05 December 2008

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Those of you who know me well enough, know that Dave McKean's graphic novel CAGES is still my single most favorite book in the medium. Hands down.

Before I got into the habit of researching comicbooks online prior to buying, I remember walking past this fat $100 hardcover (500 pages and almost 5cm thick!) in Minotaur bookshop and thinking, "Hmm, not today, but someday I might give it a shot."
I tend to use the rule of thumb that, if Im 50/50 on buying something, I'll walk away, think about it, and if the desire is still there days/weeks/months later... then I'll get it. It avoids me impulse buying.
... well after about 8 months I just threw caution to the wind and bought it.
Here in Melbourne Australia, most comicbook shops have their graphic novels wrapped in plastic, so there's no way to look inside them, so I never knew what the interior pages looked like.
Anyway, after laying down 100 fat ones, I walked to my noisy station, boarded my cattle-filled train, sat down in my cramped seat & unwrapped my heavy book amidst the irritation of yapping and banal conversation. I took hold of the tome in my lap and hinged a few kg's of pages to the left. My God. I was gobsmacked. Seriously floored. Im not kidding... I was so in awe at each successive page turn, that the volume & noise of people around me went down.

It was the most profound visual experience I've had from a book ever.

CAGES covers so much in it's heavy 500 pages, that it's hard to describe it succinctly. On the surface, it's about a frustrated painter named Leo Sarbarsky and his relationship with a controversial author named Jonothan Rush; and Karen... a Botanist with a forest growing in her appartment.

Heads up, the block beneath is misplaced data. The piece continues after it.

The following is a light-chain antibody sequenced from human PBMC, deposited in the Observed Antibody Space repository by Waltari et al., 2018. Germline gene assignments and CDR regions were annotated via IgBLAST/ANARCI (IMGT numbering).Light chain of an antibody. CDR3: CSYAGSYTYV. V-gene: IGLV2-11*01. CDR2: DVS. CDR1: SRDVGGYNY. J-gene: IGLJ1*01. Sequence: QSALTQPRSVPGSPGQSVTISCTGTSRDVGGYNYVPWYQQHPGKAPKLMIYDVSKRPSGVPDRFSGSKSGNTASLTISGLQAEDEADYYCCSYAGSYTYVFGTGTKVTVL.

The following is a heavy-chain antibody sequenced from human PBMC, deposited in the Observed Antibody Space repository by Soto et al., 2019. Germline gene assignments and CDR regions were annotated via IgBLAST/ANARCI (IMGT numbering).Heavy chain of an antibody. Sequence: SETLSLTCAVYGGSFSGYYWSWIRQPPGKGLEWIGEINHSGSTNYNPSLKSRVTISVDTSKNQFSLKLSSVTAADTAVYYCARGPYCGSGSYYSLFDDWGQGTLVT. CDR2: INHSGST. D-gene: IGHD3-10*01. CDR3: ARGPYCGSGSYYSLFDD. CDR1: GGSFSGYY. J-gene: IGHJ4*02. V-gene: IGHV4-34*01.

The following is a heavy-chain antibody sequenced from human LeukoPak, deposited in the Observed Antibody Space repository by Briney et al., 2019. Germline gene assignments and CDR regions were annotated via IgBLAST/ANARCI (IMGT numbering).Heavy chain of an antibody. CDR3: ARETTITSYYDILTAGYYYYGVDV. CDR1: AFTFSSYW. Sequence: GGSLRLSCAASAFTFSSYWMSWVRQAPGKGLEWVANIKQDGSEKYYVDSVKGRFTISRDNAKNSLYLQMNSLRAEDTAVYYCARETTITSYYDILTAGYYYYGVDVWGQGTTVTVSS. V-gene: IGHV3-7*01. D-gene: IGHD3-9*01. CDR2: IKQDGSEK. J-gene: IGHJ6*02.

There's a mysterious black cat that pops up throughout the book (who used to be a man), as well as an old delusional woman waiting for her husband to come home after years of absence. There's a Jazz musician named Angel who has a mystical way of exuding deep sounds from stones, as well as 2 mafia-style individuals dressed in black who run the appartment in which they all live. There's even more subtext with a surgeon who dissects things in order to find out what inspires love, and a God that looks like a little man who has conversations with his cat while looking over the world.

Under the surface of CAGES, is Dave McKean espousing the themes of art, creativity, and the price one might pay in pursuing it. There's a lot of intended weight to this book.

The thing that really stands out for me in CAGES, is the way in which Dave McKean experiments with the comic form and pushes it's capablilities. When you read it, you can see that Dave wasn't interested in the 'conventions' of comicbook story telling. He's just done it the way he thought communicated his points best. People throw around the term 'highly original' far too lightly in my thinking when they are simply describing a conventionally great book. But this book really is. Dave produced it as a personal project (in the background) between 1990-1996. That should tell you something.

The majority of the book is done in a very beautiful quick & measured nib-ink style... though the book does diverge into colour and other methods (intentionally) when Dave feels the story will benefit. The conversations, pacing and realism of the stories within are some of the best I've seen anywhere.
On a related note... i just found out that (while CAGES has been out of print for years) Dark Horse are about to re-release it in softcover, along with another of Dave McKean's personal experiments PICTURES THAT TICK. I'm planning on getting both... so i can keep my original hard cover of CAGES in tact.
Keep an eye open for these beauties...

Here are the 'proposed' covers... but who knows what the finals will look like?

Anyway... CAGES is still my favourite. I've learnt more innovative lessons of how to do comics from this book than any other. If you're fortunate enough to come across it... get it.


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